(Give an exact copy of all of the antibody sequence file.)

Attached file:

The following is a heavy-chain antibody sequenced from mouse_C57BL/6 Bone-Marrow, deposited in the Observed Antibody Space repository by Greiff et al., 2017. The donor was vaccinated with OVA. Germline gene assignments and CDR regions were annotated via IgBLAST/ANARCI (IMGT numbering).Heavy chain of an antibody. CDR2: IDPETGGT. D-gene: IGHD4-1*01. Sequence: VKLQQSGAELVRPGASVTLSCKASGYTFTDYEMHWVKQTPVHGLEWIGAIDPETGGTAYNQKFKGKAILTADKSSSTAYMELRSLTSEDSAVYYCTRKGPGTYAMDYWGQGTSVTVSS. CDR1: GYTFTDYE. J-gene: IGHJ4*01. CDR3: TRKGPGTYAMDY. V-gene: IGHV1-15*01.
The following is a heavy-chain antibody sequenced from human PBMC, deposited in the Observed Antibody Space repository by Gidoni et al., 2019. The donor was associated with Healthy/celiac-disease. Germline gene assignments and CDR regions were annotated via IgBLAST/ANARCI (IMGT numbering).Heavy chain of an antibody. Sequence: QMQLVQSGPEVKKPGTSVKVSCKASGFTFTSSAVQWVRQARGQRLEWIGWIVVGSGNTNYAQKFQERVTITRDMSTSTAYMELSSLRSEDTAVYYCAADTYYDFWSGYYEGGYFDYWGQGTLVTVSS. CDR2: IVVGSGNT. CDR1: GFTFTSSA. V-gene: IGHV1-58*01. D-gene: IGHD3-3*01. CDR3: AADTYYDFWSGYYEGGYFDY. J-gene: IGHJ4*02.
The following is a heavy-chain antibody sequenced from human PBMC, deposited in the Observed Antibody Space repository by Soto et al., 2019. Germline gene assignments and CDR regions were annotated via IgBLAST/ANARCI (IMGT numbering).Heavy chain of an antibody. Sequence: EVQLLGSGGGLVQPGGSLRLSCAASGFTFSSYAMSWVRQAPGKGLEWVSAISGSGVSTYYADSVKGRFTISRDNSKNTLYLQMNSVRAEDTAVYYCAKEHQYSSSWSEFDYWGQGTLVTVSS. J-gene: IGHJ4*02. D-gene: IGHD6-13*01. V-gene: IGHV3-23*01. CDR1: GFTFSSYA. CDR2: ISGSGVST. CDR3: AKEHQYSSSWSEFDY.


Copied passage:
The following is a heavy-chain antibody sequenced from mouse_C57BL/6 Bone-Marrow, deposited in the Observed Antibody Space repository by Greiff et al., 2017. The donor was vaccinated with OVA. Germline gene assignments and CDR regions were annotated via IgBLAST/ANARCI (IMGT numbering).Heavy chain of an antibody. CDR2: IDPETGGT. D-gene: IGHD4-1*01. Sequence: VKLQQSGAELVRPGASVTLSCKASGYTFTDYEMHWVKQTPVHGLEWIGAIDPETGGTAYNQKFKGKAILTADKSSSTAYMELRSLTSEDSAVYYCTRKGPGTYAMDYWGQGTSVTVSS. CDR1: GYTFTDYE. J-gene: IGHJ4*01. CDR3: TRKGPGTYAMDY. V-gene: IGHV1-15*01.
The following is a heavy-chain antibody sequenced from human PBMC, deposited in the Observed Antibody Space repository by Gidoni et al., 2019. The donor was associated with Healthy/celiac-disease. Germline gene assignments and CDR regions were annotated via IgBLAST/ANARCI (IMGT numbering).Heavy chain of an antibody. Sequence: QMQLVQSGPEVKKPGTSVKVSCKASGFTFTSSAVQWVRQARGQRLEWIGWIVVGSGNTNYAQKFQERVTITRDMSTSTAYMELSSLRSEDTAVYYCAADTYYDFWSGYYEGGYFDYWGQGTLVTVSS. CDR2: IVVGSGNT. CDR1: GFTFTSSA. V-gene: IGHV1-58*01. D-gene: IGHD3-3*01. CDR3: AADTYYDFWSGYYEGGYFDY. J-gene: IGHJ4*02.
The following is a heavy-chain antibody sequenced from human PBMC, deposited in the Observed Antibody Space repository by Soto et al., 2019. Germline gene assignments and CDR regions were annotated via IgBLAST/ANARCI (IMGT numbering).Heavy chain of an antibody. Sequence: EVQLLGSGGGLVQPGGSLRLSCAASGFTFSSYAMSWVRQAPGKGLEWVSAISGSGVSTYYADSVKGRFTISRDNSKNTLYLQMNSVRAEDTAVYYCAKEHQYSSSWSEFDYWGQGTLVTVSS. J-gene: IGHJ4*02. D-gene: IGHD6-13*01. V-gene: IGHV3-23*01. CDR1: GFTFSSYA. CDR2: ISGSGVST. CDR3: AKEHQYSSSWSEFDY.